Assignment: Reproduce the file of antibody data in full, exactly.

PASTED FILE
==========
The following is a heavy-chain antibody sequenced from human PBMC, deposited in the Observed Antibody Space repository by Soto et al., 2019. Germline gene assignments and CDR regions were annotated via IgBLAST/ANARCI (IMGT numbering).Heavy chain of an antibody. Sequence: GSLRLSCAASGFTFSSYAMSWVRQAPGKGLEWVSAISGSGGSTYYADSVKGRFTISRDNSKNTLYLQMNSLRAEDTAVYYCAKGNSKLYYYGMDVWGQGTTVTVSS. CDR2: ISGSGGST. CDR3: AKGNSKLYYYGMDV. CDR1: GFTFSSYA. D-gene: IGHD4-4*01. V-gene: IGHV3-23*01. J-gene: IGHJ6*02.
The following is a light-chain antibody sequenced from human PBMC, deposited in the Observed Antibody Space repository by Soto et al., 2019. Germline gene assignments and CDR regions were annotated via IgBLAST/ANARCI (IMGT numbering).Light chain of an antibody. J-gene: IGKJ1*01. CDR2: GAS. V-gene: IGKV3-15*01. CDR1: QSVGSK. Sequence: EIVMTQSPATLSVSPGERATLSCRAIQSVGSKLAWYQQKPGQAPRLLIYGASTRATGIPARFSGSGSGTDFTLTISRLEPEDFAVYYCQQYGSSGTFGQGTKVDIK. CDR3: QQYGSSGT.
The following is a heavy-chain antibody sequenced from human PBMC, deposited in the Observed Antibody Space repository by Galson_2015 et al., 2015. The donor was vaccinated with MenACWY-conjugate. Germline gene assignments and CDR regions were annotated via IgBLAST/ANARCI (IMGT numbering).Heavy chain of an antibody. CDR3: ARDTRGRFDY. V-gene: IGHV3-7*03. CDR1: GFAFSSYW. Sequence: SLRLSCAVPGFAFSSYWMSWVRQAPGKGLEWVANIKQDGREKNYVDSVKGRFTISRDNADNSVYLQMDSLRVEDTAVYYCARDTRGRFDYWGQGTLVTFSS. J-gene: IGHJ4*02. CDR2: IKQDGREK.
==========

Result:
The following is a heavy-chain antibody sequenced from human PBMC, deposited in the Observed Antibody Space repository by Soto et al., 2019. Germline gene assignments and CDR regions were annotated via IgBLAST/ANARCI (IMGT numbering).Heavy chain of an antibody. Sequence: GSLRLSCAASGFTFSSYAMSWVRQAPGKGLEWVSAISGSGGSTYYADSVKGRFTISRDNSKNTLYLQMNSLRAEDTAVYYCAKGNSKLYYYGMDVWGQGTTVTVSS. CDR2: ISGSGGST. CDR3: AKGNSKLYYYGMDV. CDR1: GFTFSSYA. D-gene: IGHD4-4*01. V-gene: IGHV3-23*01. J-gene: IGHJ6*02.
The following is a light-chain antibody sequenced from human PBMC, deposited in the Observed Antibody Space repository by Soto et al., 2019. Germline gene assignments and CDR regions were annotated via IgBLAST/ANARCI (IMGT numbering).Light chain of an antibody. J-gene: IGKJ1*01. CDR2: GAS. V-gene: IGKV3-15*01. CDR1: QSVGSK. Sequence: EIVMTQSPATLSVSPGERATLSCRAIQSVGSKLAWYQQKPGQAPRLLIYGASTRATGIPARFSGSGSGTDFTLTISRLEPEDFAVYYCQQYGSSGTFGQGTKVDIK. CDR3: QQYGSSGT.
The following is a heavy-chain antibody sequenced from human PBMC, deposited in the Observed Antibody Space repository by Galson_2015 et al., 2015. The donor was vaccinated with MenACWY-conjugate. Germline gene assignments and CDR regions were annotated via IgBLAST/ANARCI (IMGT numbering).Heavy chain of an antibody. CDR3: ARDTRGRFDY. V-gene: IGHV3-7*03. CDR1: GFAFSSYW. Sequence: SLRLSCAVPGFAFSSYWMSWVRQAPGKGLEWVANIKQDGREKNYVDSVKGRFTISRDNADNSVYLQMDSLRVEDTAVYYCARDTRGRFDYWGQGTLVTFSS. J-gene: IGHJ4*02. CDR2: IKQDGREK.